Peek into hell at the home of a giant granite Buddha
Mt. Nokigiri, located in Chiba, japan, is one of the three most famous mountains in the region, along with Mt. Kanozan and Mt. Kiyosumi. Standing at a height of 329 meters, Mt. Nokigiri offers breathtaking views and is home to a temple complex that houses one of Japan’s largest Buddhas. This majestic mountain is a popular destination for tourists and locals alike, offering a peek into hell and a chance to pay homage to a giant granite Buddha.
One of the highlights of visiting Mt. Nokigiri is riding the scenic ropeway to the top. This aerial tramway provides visitors with a picturesque view of the surrounding area as they make their way up the mountain. The ropeway is located in the town of Kanaya on the north side of the mountain, and it offers stunning views of Tokyo Bay and even Mt. Fuji on clear days.
Once you reach the top of Mt. Nokigiri, you will be greeted by the Jigoku Nozoki observation deck. This lookout point offers a spectacular view of Tokyo Bay and the Boso Peninsula. From here, you can see vast areas of the peninsula and even catch a glimpse of Mt. Fuji in the distance. The observation deck is a popular spot for visitors to take in the beauty of the surrounding landscape and snap some stunning photos.
The main attraction at Mt. Nokigiri is the giant granite Buddha that is carved into the side of the mountain. Standing at an impressive 31 meters high, this Buddha is one of Japan’s largest and is even larger than the famous daibutsu at Kotokuin Temple in Kamakura. The statue was built in 1783 with the intention of praying for world peace. It is truly a sight to behold and offers a sense of tranquility and serenity to all who visit.
In addition to the giant Buddha, there are also around 500 small statues of various deities located around the temple grounds. These statues were crafted by Kangoro Ono and his students over a period of 21 years in the 18th century. Although some have been lost to time, the remaining statues provide a glimpse into the rich spiritual history of the area.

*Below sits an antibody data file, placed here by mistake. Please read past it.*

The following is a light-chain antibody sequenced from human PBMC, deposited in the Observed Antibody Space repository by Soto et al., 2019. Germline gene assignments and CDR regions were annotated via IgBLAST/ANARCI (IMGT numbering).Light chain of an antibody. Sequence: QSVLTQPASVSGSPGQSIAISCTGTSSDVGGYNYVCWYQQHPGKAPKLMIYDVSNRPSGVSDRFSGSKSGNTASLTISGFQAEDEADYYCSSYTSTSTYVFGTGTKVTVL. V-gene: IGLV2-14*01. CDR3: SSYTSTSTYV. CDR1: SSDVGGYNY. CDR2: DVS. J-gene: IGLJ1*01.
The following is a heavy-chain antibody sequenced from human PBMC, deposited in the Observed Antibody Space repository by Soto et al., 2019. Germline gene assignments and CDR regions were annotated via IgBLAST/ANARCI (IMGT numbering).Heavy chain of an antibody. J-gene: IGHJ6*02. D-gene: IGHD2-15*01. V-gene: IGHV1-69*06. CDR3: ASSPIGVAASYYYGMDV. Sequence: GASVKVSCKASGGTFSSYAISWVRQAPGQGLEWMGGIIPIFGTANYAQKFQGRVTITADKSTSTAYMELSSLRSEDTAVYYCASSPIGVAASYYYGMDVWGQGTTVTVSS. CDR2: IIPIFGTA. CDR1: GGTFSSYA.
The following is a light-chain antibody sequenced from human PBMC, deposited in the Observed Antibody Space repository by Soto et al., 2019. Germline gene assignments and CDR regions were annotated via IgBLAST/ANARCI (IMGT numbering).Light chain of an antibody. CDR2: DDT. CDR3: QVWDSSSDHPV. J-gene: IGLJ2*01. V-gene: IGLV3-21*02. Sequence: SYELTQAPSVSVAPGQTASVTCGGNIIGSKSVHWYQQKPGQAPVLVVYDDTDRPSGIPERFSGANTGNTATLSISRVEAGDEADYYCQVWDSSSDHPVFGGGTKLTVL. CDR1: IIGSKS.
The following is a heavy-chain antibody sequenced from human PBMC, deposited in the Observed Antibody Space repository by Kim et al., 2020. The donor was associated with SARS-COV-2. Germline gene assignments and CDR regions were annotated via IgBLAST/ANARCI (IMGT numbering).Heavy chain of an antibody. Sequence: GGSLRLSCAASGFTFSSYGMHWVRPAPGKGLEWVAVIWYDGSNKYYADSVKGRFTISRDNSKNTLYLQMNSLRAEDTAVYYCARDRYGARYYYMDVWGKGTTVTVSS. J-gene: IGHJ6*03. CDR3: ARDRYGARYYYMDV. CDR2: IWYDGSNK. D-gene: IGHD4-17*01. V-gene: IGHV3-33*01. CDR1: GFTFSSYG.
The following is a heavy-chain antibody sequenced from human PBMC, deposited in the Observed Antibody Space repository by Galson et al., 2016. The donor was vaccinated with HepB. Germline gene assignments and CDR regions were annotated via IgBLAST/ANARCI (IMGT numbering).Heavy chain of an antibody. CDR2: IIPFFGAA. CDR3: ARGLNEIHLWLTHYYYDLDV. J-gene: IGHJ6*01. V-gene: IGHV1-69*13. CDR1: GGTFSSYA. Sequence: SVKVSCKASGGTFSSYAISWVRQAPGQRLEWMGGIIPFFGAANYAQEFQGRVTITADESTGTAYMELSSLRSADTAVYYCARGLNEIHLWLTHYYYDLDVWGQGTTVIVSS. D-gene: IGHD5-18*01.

Another notable feature of Mt. Nokigiri is its saw-toothed mountain shape, which gives it its name. The jagged cliffs and unique rock formations distinguish it from other mountains in the region. The mountain is made of bare granite and has been used as a quarry since the Edo Period. It has provided stones for many iconic sites in Tokyo, such as Yasukuni Shrine and Waseda University.
At the southern base of Mt. Nokigiri lies Nihonji Temple, an Important Cultural Property. This picturesque Zen temple has a history that dates back 1300 years and is still used to train young monks today. Visitors can descend from the top of the mountain to the temple via a stairway and explore its beautiful grounds.
To get to Mt. Nokigiri, you can take the JR Uchibo Line to Hana-Kanaya Station, which is near the mountain. The journey from Tokyo Station takes approximately an hour and a half on the Sazanami special express train. There are also buses available at Tokyo and Shinjuku Station that can take you to Kisarazu, where you can transfer to the local Uchibo Line. If you prefer to drive, you can take the Aqua Line, a four-lane highway, to Kisarazu and head south from there.
Regardless of how you choose to get there, a visit to Mt. Nokigiri is a must for anyone interested in Japanese culture and history. From the scenic ropeway ride to the breathtaking views from the Jigoku Nozoki observation deck, there is something for everyone to enjoy. Paying homage to the giant granite Buddha and exploring the temple grounds at Nihonji Temple offer a glimpse into the spiritual side of Japan. So why not take a trip to Mt. Nokigiri and discover the beauty and tranquility that awaits?
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